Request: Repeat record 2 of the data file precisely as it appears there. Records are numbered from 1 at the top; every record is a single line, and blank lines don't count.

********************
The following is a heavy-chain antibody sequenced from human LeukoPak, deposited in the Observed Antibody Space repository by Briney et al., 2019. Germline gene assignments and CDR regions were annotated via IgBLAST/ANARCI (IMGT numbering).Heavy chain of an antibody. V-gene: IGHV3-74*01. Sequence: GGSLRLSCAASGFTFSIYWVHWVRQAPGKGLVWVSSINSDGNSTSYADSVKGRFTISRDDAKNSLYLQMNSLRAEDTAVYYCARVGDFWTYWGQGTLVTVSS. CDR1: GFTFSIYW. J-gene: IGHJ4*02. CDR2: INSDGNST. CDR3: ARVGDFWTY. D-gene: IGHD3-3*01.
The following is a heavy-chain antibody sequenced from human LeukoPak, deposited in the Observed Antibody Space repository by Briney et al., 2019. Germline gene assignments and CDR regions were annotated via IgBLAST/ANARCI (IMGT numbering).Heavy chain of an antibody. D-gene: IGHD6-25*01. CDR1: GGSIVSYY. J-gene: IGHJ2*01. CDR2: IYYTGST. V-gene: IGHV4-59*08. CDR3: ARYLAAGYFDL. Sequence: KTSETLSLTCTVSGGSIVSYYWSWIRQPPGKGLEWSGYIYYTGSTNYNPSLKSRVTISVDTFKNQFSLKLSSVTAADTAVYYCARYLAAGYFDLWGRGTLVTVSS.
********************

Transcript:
The following is a heavy-chain antibody sequenced from human LeukoPak, deposited in the Observed Antibody Space repository by Briney et al., 2019. Germline gene assignments and CDR regions were annotated via IgBLAST/ANARCI (IMGT numbering).Heavy chain of an antibody. D-gene: IGHD6-25*01. CDR1: GGSIVSYY. J-gene: IGHJ2*01. CDR2: IYYTGST. V-gene: IGHV4-59*08. CDR3: ARYLAAGYFDL. Sequence: KTSETLSLTCTVSGGSIVSYYWSWIRQPPGKGLEWSGYIYYTGSTNYNPSLKSRVTISVDTFKNQFSLKLSSVTAADTAVYYCARYLAAGYFDLWGRGTLVTVSS.